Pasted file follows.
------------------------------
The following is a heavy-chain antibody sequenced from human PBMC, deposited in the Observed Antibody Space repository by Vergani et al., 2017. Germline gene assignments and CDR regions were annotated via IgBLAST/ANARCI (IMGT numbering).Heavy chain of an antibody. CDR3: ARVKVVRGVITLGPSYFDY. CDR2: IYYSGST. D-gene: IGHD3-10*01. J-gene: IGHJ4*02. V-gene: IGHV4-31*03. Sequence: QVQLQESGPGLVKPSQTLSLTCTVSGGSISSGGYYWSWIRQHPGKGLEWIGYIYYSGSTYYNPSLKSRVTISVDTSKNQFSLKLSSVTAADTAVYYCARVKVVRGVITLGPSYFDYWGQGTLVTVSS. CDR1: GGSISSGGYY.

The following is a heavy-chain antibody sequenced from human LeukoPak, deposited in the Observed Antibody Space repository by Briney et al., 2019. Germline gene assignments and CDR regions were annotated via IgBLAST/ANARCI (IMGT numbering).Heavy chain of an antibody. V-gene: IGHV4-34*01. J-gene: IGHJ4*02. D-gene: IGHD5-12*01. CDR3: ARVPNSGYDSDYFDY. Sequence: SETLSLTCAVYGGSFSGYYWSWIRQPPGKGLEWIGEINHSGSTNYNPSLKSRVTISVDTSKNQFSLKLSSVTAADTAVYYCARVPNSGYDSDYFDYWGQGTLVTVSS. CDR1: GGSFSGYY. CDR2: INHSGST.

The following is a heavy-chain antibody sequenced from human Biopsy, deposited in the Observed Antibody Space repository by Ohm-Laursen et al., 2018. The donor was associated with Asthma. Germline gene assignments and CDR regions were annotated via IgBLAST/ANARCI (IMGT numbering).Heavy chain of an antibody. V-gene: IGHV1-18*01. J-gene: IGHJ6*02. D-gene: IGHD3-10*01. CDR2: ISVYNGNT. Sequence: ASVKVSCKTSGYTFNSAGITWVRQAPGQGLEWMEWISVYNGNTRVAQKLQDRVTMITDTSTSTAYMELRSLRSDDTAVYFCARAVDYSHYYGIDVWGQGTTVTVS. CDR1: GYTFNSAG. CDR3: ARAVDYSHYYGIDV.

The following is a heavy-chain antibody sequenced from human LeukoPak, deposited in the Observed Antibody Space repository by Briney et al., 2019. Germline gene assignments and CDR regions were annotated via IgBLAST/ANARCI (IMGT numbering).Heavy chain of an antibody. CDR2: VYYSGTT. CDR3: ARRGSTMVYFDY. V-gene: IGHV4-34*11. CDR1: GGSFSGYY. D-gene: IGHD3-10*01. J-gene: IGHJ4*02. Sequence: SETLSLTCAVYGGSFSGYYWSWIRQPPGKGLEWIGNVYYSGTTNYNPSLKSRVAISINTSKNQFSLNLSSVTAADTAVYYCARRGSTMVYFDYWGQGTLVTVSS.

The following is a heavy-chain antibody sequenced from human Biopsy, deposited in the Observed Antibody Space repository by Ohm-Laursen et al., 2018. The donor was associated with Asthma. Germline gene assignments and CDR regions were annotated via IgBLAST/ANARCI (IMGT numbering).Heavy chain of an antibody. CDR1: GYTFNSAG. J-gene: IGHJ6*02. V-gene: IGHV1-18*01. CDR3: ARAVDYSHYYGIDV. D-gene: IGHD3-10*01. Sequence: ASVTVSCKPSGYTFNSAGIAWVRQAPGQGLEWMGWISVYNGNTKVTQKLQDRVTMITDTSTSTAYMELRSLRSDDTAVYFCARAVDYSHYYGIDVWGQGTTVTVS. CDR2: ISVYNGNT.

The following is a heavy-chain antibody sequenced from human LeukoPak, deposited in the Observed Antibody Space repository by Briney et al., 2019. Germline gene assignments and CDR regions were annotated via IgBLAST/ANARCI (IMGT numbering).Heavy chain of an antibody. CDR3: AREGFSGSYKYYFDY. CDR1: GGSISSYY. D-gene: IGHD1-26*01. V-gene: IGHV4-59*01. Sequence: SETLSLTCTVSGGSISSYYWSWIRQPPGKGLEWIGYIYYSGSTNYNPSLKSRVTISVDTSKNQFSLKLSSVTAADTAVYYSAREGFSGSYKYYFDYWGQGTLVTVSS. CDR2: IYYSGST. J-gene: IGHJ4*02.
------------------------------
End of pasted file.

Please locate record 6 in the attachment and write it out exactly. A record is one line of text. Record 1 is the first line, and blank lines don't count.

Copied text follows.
The following is a heavy-chain antibody sequenced from human LeukoPak, deposited in the Observed Antibody Space repository by Briney et al., 2019. Germline gene assignments and CDR regions were annotated via IgBLAST/ANARCI (IMGT numbering).Heavy chain of an antibody. CDR3: AREGFSGSYKYYFDY. CDR1: GGSISSYY. D-gene: IGHD1-26*01. V-gene: IGHV4-59*01. Sequence: SETLSLTCTVSGGSISSYYWSWIRQPPGKGLEWIGYIYYSGSTNYNPSLKSRVTISVDTSKNQFSLKLSSVTAADTAVYYSAREGFSGSYKYYFDYWGQGTLVTVSS. CDR2: IYYSGST. J-gene: IGHJ4*02.